CENTER OF ATTENTION

When the Universities at Shady Grove (USG) opened in Montgomery County in the fall of 2000, the project was an innovative concept in higher education: a place where part-time students could attend classes offered by a variety of public institutions.

UMBC has been a key part of Shady Grove from the beginning, and this fall, UMBC celebrated its 10th anniversary as part of the endeavor, which has grown now into a state-of-the-art center offering more than 60 degree programs in partnership with nine University System of Maryland schools and serving more than 3,650 undergraduate and graduate students.

UMBC offers a wide range of degrees at the Shady Grove center, including bachelor’s degrees in management of aging services, history, political science, psychology and social work, and graduate degrees in industrial/organizational psychology and geographic information systems.

“Many of my students have responsibilities to their families and communities and are unable to pursue a traditional college route by leaving home,” says Katie Morris, program director of UMBC’s baccalaureate social work program at USG. “UMBC at Shady Grove allows them to pursue an excellent education and remain connected to their home community.”

UMBC plans to expand its role at USG, especially in science and technology – a development welcomed by USG Executive Director Stewart Edelstein.

“I look forward to the day when UMBC brings its mechanical engineering program to USG,” Edelstein says, “building on their nationally recognized success in graduating highly skilled scientists and engineers, specifically among minority student populations.”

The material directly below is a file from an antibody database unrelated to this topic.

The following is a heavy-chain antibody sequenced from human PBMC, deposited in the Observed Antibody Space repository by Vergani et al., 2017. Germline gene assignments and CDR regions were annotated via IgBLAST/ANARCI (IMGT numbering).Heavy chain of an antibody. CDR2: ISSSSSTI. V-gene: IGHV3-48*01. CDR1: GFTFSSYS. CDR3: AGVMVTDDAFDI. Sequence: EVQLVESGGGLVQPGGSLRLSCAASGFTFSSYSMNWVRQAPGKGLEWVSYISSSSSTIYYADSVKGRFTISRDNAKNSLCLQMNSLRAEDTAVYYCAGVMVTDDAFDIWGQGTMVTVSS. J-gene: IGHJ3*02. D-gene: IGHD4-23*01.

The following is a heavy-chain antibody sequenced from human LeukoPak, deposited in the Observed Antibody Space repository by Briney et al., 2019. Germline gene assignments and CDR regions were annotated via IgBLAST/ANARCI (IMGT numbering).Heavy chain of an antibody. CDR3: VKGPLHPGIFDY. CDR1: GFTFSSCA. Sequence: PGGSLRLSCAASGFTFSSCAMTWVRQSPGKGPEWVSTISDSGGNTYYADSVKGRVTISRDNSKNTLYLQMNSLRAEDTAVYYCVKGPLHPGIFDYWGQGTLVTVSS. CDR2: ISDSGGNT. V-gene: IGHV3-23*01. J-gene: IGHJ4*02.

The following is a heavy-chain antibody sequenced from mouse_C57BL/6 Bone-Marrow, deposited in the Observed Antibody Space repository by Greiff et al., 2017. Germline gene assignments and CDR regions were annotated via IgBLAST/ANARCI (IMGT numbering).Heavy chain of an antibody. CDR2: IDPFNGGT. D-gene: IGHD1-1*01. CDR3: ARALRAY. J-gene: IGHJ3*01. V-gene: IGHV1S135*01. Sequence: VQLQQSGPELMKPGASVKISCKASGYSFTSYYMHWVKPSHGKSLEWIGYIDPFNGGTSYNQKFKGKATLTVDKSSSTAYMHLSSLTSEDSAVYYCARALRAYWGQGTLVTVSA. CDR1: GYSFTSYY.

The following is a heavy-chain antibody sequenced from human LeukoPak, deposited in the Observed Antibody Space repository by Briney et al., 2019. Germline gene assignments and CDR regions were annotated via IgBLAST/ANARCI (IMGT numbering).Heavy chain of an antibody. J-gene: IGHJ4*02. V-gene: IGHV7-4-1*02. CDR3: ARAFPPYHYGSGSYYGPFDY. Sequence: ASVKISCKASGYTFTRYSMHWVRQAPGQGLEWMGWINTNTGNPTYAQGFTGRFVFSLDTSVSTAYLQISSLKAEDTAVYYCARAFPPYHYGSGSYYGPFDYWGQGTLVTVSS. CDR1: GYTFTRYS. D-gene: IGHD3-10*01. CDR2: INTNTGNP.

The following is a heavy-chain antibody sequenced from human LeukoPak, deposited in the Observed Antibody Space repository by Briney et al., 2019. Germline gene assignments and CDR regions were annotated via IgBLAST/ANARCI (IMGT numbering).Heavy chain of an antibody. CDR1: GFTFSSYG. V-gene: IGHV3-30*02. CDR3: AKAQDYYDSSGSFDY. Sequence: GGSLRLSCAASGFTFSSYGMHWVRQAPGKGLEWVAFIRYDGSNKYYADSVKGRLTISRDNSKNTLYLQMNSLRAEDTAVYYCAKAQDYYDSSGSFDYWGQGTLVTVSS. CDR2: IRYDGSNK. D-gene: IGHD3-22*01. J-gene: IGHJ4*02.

— Gavin St. Ours

PHILANTHROPY MADE EASY

Universities reach out to alumni and other donors in a number of ways. But with UMBC’s new giving website, you can track all the reasons that your philanthropy to the university makes a difference with a simple mouse click.

The new website offers a wide sampling of the latest social media trends with a Retriever twist – including multimedia presentations, a Tumblr account that clues you to daily campus happenings and a new blog on giving.

The blog is where you’ll discover introductions to some of the UMBC students who work in the university’s recently opened Phonathon Center in Alumni House, find your name on the university’s online Donor Roll, meet some of the recipients of the scholarships that exist only because of the generosity of donors and see a slideshow of a recent dinner with President Freeman A. Hrabowski, III that the university hosted for The 1966 Society – UMBC’s community of those who’ve made planned gifts to the university.

UMBC’s giving website also has a comprehensive FAQ page (What’s a gift-in-kind?) and a link where you can make your donation whenever the impulse to give back to UMBC strikes you.

The larger world of university communications has already taken note of UMBC’s new cyber-initiative. The website itself – which was designed by Jim Lord ’99, design director of UMBC’s Creative Services department, and Jenny O’Grady, director of alumni and development communications – won a 2012 Region II silver medal in the Website: Fundraising/Development category from the Council for Advancement and Support of Education (CASE).